[New York Peasant by Wilfrid: December 19, 2016]
A long time since I've written about art here, which is just my laziness. I did want to to mention a couple of surprises, especially since there's still time to see for yourselves.
The last painting
I rushed to see Agnes Martin in the main, snail-space at the Guggenheim, a major show for the artist, who died twelve years ago. My main exposure to her work had been at Dia:Beacon upstate a couple of summers ago. The spacious rooms of tranquil white-to-grey, meditative studies, an oasis from the bright sunshine outside, made for a perfect environment for viewing the work.
The Guggenheim less so. I've always said, it's a remarkable building but not a great place to show easel art. Not only must you stand at a slight angle to the paintings, it's a long haul up the slope for a show like this. Especially since Martin was such a late developer. (Yes, you can pause at "The Islands," a late group of works in the alcove near the foot of the slope.)
Martin was born in 1912. In the late '50s and '60s, she lived and painted in New York, and was steeped in the later stages of Abstract Expressionism to a degree which seemed to erase all individuality. I haven't seen these earlier (albeit painted in her forties) works before, and the resemblance to works of other contemporary artists, especially Barnett Newman, is unescapable. Had she ceased painting altogether in the late '60s (she took an extended break), she'd barely be a footnote to New York abstractionism.
Her distinctive creativity began in her sixties when she settled in Mexico. But she painted prolifically, voluminously, through to her death in 2004. That means the unusual spectacle of many paintings by an artist in her eighties, and even nineties. And they're none the worse for that, although the cheery Zenliness of the titles--"I Love the Whole World"--gets a little wearing.
I like Martin's late paintings--and almost all of the paintings worth looking at count, really, as "late." But the Guggenheim show could, I'm afraid, usefully have been edited.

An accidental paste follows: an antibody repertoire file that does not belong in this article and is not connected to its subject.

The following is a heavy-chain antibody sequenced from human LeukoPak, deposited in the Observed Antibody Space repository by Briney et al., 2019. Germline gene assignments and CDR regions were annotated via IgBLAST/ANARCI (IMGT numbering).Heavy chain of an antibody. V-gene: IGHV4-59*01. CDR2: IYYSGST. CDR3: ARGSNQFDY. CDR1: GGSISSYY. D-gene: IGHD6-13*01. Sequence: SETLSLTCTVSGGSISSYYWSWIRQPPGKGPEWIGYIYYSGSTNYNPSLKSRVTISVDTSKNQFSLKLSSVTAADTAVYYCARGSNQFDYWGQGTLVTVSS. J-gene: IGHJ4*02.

On the other hand, I knew next to nothing about Kerry James Marshall, whose work is spread over two floors at the Met Breuer in a show called Mastry [sic], and I couldn't get enough. Set aside the forceful social and political message of this work (just for a moment), and what a breathtaking painter. It was depressing to hear gallery-goers muttering about Jean-Michel Basquiat (more or less a contemporary; Marshall was born five years earlier, in 1955, and is very much still working). Yes, Basquiat was a black artist who dealt with black themes. But honestly, Marshall paints rings around him.
Scenes of everyday life; very carefully staged urban themes with weighty layers of symbol and meaning; erotically charged portraits (here he does remind me of the younger painter Chris Ofili, especially Ofili's "dark" paintings): all executed with uncanny skill and vigor, and a dazzling palette.
If there's one show to see over the holidays, this is it. There's also a side gallery showing a revealing selection of works Marshall chose from the permanent collection. A modern master, and--be honest--how well known has he been?